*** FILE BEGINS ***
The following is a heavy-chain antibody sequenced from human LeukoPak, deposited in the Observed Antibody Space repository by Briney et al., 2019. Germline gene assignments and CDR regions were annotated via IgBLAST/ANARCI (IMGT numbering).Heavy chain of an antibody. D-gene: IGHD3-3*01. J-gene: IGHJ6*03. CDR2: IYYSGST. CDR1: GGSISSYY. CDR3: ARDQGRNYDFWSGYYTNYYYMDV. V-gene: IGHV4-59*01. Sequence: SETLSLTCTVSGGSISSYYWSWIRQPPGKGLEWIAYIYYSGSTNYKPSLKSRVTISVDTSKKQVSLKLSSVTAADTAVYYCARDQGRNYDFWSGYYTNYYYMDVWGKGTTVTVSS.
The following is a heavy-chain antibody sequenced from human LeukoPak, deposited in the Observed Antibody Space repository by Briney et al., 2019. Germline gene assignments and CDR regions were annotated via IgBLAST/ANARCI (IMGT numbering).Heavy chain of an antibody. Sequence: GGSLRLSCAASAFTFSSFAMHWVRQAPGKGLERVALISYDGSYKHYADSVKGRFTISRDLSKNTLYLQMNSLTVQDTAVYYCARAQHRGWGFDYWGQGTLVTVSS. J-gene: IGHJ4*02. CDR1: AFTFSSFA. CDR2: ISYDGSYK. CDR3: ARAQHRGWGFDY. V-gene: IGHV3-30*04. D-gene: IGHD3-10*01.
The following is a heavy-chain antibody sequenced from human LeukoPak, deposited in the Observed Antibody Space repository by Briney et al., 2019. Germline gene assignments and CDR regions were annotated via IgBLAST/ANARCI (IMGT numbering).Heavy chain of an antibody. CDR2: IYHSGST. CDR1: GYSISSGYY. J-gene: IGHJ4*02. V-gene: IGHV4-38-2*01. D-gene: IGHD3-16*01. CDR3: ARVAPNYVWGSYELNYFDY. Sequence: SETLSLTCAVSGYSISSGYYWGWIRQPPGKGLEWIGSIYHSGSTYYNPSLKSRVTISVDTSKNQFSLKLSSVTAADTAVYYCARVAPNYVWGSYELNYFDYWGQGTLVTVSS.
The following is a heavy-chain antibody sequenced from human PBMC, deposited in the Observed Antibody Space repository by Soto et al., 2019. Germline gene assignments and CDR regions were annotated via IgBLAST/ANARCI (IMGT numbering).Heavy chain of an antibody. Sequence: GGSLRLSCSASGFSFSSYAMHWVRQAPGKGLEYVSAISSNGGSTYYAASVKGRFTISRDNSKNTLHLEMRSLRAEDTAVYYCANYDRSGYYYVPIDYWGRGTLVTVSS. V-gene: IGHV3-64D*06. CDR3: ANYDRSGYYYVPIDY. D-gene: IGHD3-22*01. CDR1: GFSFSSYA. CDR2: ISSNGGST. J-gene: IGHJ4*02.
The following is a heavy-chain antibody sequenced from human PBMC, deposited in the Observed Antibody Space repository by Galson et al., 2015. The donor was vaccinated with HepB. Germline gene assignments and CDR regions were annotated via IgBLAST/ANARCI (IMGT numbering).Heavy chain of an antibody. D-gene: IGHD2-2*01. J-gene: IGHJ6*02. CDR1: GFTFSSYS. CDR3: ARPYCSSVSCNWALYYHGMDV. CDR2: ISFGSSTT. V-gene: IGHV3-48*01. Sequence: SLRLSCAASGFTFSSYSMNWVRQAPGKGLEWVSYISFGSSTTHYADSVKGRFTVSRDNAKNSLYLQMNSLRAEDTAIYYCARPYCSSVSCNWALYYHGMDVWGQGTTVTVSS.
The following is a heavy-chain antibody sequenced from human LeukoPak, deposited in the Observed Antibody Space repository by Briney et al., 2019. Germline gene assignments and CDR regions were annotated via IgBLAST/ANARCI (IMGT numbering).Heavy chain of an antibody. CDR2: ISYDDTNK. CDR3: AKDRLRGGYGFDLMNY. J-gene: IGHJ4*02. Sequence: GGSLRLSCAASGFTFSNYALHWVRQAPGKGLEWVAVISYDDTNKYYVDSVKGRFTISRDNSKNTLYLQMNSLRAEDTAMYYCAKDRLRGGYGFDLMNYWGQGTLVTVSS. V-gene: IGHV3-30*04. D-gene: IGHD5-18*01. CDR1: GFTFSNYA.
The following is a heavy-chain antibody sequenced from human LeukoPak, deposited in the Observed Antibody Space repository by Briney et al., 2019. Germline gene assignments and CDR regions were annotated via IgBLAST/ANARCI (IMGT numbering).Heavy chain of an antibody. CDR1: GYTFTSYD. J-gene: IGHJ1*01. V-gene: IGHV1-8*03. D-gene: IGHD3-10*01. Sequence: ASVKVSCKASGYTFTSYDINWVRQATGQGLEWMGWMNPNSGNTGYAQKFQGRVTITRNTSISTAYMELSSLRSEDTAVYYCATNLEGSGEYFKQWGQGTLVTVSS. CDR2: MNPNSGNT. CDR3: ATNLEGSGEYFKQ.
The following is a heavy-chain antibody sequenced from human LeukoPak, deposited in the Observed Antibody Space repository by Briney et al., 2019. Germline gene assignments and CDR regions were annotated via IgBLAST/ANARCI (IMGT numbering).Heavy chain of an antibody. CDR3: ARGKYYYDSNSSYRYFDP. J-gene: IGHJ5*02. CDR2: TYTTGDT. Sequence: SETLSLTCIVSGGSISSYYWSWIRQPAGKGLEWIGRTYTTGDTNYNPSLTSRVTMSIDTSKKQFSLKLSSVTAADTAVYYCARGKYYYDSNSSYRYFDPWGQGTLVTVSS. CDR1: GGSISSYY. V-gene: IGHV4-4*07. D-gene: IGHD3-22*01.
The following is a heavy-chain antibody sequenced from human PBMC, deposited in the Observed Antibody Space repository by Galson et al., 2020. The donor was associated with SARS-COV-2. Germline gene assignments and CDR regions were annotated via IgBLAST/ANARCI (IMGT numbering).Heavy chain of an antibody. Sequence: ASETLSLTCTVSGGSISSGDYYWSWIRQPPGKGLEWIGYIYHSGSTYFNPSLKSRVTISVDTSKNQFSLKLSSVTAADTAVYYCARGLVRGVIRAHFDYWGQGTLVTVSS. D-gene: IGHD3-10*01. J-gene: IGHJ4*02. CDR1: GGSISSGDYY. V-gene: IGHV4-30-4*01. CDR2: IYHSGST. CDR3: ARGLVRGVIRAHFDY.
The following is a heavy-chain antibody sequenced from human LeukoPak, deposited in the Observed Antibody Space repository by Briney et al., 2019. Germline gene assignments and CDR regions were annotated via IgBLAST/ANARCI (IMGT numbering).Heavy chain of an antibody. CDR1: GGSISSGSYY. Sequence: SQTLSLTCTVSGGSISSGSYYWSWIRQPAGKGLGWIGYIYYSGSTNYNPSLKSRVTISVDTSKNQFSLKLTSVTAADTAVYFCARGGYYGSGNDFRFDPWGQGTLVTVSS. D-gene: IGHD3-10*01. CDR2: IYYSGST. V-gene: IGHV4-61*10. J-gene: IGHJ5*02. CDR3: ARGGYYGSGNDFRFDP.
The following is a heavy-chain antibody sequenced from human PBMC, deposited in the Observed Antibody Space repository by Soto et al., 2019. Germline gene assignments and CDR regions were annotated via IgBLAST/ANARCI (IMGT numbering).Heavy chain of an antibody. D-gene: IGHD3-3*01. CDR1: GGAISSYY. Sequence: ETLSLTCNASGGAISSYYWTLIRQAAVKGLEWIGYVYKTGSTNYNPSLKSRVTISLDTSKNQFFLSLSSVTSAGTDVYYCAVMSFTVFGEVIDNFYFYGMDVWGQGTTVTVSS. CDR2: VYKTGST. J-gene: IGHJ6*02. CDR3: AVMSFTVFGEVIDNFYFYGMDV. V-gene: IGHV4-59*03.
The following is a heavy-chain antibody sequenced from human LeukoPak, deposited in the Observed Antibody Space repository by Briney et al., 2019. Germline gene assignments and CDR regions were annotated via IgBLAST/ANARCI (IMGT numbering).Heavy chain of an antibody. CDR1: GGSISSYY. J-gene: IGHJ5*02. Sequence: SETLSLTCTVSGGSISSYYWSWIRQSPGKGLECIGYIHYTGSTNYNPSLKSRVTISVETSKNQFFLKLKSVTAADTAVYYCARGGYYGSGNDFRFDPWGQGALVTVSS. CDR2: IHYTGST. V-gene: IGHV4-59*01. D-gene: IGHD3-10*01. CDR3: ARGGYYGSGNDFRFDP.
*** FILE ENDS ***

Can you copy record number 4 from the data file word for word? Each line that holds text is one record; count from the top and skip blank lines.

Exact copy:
The following is a heavy-chain antibody sequenced from human PBMC, deposited in the Observed Antibody Space repository by Soto et al., 2019. Germline gene assignments and CDR regions were annotated via IgBLAST/ANARCI (IMGT numbering).Heavy chain of an antibody. Sequence: GGSLRLSCSASGFSFSSYAMHWVRQAPGKGLEYVSAISSNGGSTYYAASVKGRFTISRDNSKNTLHLEMRSLRAEDTAVYYCANYDRSGYYYVPIDYWGRGTLVTVSS. V-gene: IGHV3-64D*06. CDR3: ANYDRSGYYYVPIDY. D-gene: IGHD3-22*01. CDR1: GFSFSSYA. CDR2: ISSNGGST. J-gene: IGHJ4*02.